Forwarding the work of the Financial Action Task Force
G20 Summit

Forwarding the work of the Financial Action Task Force

Marshall Billinglsea, president of the Financial Action Task Force profiles the next generation of challenges the world must address, from funding terrorism to state-sponsored cyberattacks


Terrorism has many manifestations. From organised groups (such as al-Qaida) to semi-organisational groups (such as the so-called Islamic State) and lone wolf extremists, terrorists continue to conduct bloody attacks on innocent civilians around the world, at devastating human and economic cost. No country is immune from this ever-evolving threat.

Disrupting the financing behind terrorist organisations and their activities – ranging from procurement of weapons and supplies to logistical support for travel and safe houses – remains one of the most effective methods for preventing terror attacks. Every country should make it a priority to close the loopholes that terrorists exploit to raise, move and use funds.

Moreover, since criminals look for these loopholes to launder, disguise and move the proceeds of their crimes, efforts against terrorist financing have broader significance for the global effort to combat money laundering and corruption.

Since its creation in 1989, the Financial Action Task Force has evolved from an effort to stem the financial flows of drug trafficking into a body whose role is recognised by the United Nations Security Council, and whose members provided it a permanent mandate to combat illicit finance. The FATF and its members have spurred significant progress worldwide.

Through FATF-style regional bodies, our standards are now endorsed by more than 200 countries and enforced through peer reviews (known as mutual evaluations). In this respect, financial institutions are a close partner; by tracking FATF evaluations and our public identification process closely, global and regional banks give added impetus to governments to meet and exceed FATF standards.

FATF’s success in driving compliance with its standards has enabled it to pivot to focus on effectiveness. Countries realise that now they will be assessed not just on whether they possess the capability to enforce anti-money laundering standards, but also on their capacity and demonstrated political will to do so. Countries around the globe have repeatedly proven that they are now better able to detect illicit flows, and identify both complicit actors and those that turn a blind eye. A spate of recent high-profile money laundering prosecutions does not so much indicate an expanding money laundering problem, but rather that governments are better at monitoring, supervising and enforcing (including in collaboration with one another).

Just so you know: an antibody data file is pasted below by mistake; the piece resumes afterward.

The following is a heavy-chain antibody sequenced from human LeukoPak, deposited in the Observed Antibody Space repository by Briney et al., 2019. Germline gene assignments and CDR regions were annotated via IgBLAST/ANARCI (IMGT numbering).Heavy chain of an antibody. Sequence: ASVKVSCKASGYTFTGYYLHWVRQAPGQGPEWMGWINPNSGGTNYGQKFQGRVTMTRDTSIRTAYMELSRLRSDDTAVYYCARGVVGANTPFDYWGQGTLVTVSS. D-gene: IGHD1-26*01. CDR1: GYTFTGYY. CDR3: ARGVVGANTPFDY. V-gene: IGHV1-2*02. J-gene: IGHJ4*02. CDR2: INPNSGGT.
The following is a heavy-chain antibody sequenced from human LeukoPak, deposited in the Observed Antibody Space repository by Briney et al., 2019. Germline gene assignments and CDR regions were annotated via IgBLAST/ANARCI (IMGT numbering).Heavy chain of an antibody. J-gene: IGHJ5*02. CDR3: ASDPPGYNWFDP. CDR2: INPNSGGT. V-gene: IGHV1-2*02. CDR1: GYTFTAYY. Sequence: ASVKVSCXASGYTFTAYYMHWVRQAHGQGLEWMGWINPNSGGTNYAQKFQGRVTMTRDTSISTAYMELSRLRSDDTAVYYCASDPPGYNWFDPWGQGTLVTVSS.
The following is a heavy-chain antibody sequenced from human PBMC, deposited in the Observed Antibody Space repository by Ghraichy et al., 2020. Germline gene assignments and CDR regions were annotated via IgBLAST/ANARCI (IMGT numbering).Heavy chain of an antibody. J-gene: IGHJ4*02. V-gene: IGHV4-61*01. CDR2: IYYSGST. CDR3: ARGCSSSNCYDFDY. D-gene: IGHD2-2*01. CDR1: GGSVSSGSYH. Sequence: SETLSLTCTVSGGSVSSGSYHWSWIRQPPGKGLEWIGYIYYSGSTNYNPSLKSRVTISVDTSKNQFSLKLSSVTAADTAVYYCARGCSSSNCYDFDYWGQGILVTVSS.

The FATF’s success relies on its members taking robust and effective action and cooperation in pursuing the financial flows associated with criminals and terrorists. Countries must also have sound legal, regulatory and operational frameworks and effective national security policies to identify illicit sources of funds and those who are behind these transactions. Only when each country has done its part will the global financial system be afforded the protection it demands. That is why the peer review process is critical: every state must meet its obligations, and has the right to expect the same of all others.

But with all we have accomplished over the past 30 years, our mission is far from complete. Threats to the financial system are evolving, with organised criminal groups pioneering new tradecraft and state sponsors launching unprecedented cyberattacks against banks, money exchangers and virtual asset service providers. Indeed, despite our best efforts, the threat posed by proliferators of weapons of mass destruction and terror financing networks has grown. Likewise, the financial landscape is ever changing, both in terms of technological advances and the political will to appropriately address illicit finance. Some countries have progressed in capability and commitment; others, on occasion, have regressed. This all requires the FATF’s constant vigilance as well as new standards, guidance and methodologies so that the FATF network stays abreast of new business models, products and financial innovations.

The FATF’s continued success relies on every member’s unwavering high-level political commitment to combat illicit finance at the national level, and to provide the FATF with the support it needs to do so collectively. FATF ministers – almost all G20 members – clearly signalled this commitment by agreeing to meet every two years to discuss the FATF’s progress. This increased engagement will ensure that each country prioritises the necessary action, including new or amended legislation and the necessary resources, both nationally, and internationally.

The G20 members, as supporters of the FATF, should lead by example to fully and effectively implement the FATF standards, and to levy the expectation on all other countries to do likewise.